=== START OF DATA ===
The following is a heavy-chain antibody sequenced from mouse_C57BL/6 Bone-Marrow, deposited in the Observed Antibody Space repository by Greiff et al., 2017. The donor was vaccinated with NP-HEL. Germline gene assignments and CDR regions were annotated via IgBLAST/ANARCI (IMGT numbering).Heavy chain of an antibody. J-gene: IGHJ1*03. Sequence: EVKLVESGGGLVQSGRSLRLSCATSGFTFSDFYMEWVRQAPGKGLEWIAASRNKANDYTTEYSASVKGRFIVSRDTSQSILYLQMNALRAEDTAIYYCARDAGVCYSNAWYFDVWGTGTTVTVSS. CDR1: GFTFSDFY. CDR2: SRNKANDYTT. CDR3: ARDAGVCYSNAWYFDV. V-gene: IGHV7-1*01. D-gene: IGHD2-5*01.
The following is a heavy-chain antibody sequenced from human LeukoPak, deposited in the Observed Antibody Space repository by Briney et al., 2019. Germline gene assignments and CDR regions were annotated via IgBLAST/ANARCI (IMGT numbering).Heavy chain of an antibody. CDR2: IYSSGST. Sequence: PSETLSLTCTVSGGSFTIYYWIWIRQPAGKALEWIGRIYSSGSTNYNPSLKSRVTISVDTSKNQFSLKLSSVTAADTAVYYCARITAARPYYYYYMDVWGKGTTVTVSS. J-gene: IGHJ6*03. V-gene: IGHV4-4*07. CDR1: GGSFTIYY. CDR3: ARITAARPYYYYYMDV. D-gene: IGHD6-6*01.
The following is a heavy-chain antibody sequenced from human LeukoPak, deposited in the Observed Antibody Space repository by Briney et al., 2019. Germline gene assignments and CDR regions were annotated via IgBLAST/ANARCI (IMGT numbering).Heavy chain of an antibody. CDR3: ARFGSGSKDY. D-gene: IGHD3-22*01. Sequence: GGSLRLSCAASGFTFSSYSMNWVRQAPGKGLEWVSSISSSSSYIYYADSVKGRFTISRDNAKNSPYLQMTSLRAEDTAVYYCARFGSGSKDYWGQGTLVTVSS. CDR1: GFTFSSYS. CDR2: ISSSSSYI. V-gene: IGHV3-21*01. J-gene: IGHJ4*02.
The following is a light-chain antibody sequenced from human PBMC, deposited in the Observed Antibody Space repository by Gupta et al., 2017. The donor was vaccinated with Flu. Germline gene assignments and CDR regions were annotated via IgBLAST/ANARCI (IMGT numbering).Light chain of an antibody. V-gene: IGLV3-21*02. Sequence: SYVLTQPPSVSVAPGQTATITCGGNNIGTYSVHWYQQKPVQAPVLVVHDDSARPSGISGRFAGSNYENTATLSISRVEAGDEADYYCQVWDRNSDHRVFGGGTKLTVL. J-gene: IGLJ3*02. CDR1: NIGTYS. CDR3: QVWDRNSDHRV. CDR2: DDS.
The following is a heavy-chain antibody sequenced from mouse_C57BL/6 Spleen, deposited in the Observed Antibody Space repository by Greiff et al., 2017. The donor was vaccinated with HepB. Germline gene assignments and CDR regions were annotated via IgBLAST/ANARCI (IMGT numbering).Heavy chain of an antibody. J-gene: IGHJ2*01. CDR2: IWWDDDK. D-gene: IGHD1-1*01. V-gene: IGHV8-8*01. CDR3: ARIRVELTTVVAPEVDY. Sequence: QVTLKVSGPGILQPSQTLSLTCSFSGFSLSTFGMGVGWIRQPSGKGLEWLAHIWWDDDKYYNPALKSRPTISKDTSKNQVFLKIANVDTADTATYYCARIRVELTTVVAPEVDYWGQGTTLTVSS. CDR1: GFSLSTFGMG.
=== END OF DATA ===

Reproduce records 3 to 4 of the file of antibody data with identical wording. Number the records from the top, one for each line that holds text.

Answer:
The following is a heavy-chain antibody sequenced from human LeukoPak, deposited in the Observed Antibody Space repository by Briney et al., 2019. Germline gene assignments and CDR regions were annotated via IgBLAST/ANARCI (IMGT numbering).Heavy chain of an antibody. CDR3: ARFGSGSKDY. D-gene: IGHD3-22*01. Sequence: GGSLRLSCAASGFTFSSYSMNWVRQAPGKGLEWVSSISSSSSYIYYADSVKGRFTISRDNAKNSPYLQMTSLRAEDTAVYYCARFGSGSKDYWGQGTLVTVSS. CDR1: GFTFSSYS. CDR2: ISSSSSYI. V-gene: IGHV3-21*01. J-gene: IGHJ4*02.
The following is a light-chain antibody sequenced from human PBMC, deposited in the Observed Antibody Space repository by Gupta et al., 2017. The donor was vaccinated with Flu. Germline gene assignments and CDR regions were annotated via IgBLAST/ANARCI (IMGT numbering).Light chain of an antibody. V-gene: IGLV3-21*02. Sequence: SYVLTQPPSVSVAPGQTATITCGGNNIGTYSVHWYQQKPVQAPVLVVHDDSARPSGISGRFAGSNYENTATLSISRVEAGDEADYYCQVWDRNSDHRVFGGGTKLTVL. J-gene: IGLJ3*02. CDR1: NIGTYS. CDR3: QVWDRNSDHRV. CDR2: DDS.